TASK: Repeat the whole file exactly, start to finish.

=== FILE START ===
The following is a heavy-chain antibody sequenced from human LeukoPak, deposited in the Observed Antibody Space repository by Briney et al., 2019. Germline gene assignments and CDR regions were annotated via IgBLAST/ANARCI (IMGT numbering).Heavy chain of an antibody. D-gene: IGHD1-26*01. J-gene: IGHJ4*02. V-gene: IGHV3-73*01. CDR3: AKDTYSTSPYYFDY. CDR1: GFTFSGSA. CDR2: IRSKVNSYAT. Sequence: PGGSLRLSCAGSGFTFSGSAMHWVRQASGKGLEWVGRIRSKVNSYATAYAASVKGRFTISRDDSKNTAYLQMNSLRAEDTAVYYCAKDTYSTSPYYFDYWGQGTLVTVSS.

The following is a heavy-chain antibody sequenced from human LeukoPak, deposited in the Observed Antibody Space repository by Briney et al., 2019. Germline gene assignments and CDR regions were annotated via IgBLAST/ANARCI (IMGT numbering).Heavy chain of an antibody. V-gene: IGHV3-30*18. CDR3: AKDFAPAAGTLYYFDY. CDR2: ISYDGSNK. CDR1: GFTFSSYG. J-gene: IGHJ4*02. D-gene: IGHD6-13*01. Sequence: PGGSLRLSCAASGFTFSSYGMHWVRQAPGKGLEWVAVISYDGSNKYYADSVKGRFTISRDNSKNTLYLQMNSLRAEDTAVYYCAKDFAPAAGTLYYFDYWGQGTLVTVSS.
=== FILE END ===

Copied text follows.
The following is a heavy-chain antibody sequenced from human LeukoPak, deposited in the Observed Antibody Space repository by Briney et al., 2019. Germline gene assignments and CDR regions were annotated via IgBLAST/ANARCI (IMGT numbering).Heavy chain of an antibody. D-gene: IGHD1-26*01. J-gene: IGHJ4*02. V-gene: IGHV3-73*01. CDR3: AKDTYSTSPYYFDY. CDR1: GFTFSGSA. CDR2: IRSKVNSYAT. Sequence: PGGSLRLSCAGSGFTFSGSAMHWVRQASGKGLEWVGRIRSKVNSYATAYAASVKGRFTISRDDSKNTAYLQMNSLRAEDTAVYYCAKDTYSTSPYYFDYWGQGTLVTVSS.

The following is a heavy-chain antibody sequenced from human LeukoPak, deposited in the Observed Antibody Space repository by Briney et al., 2019. Germline gene assignments and CDR regions were annotated via IgBLAST/ANARCI (IMGT numbering).Heavy chain of an antibody. V-gene: IGHV3-30*18. CDR3: AKDFAPAAGTLYYFDY. CDR2: ISYDGSNK. CDR1: GFTFSSYG. J-gene: IGHJ4*02. D-gene: IGHD6-13*01. Sequence: PGGSLRLSCAASGFTFSSYGMHWVRQAPGKGLEWVAVISYDGSNKYYADSVKGRFTISRDNSKNTLYLQMNSLRAEDTAVYYCAKDFAPAAGTLYYFDYWGQGTLVTVSS.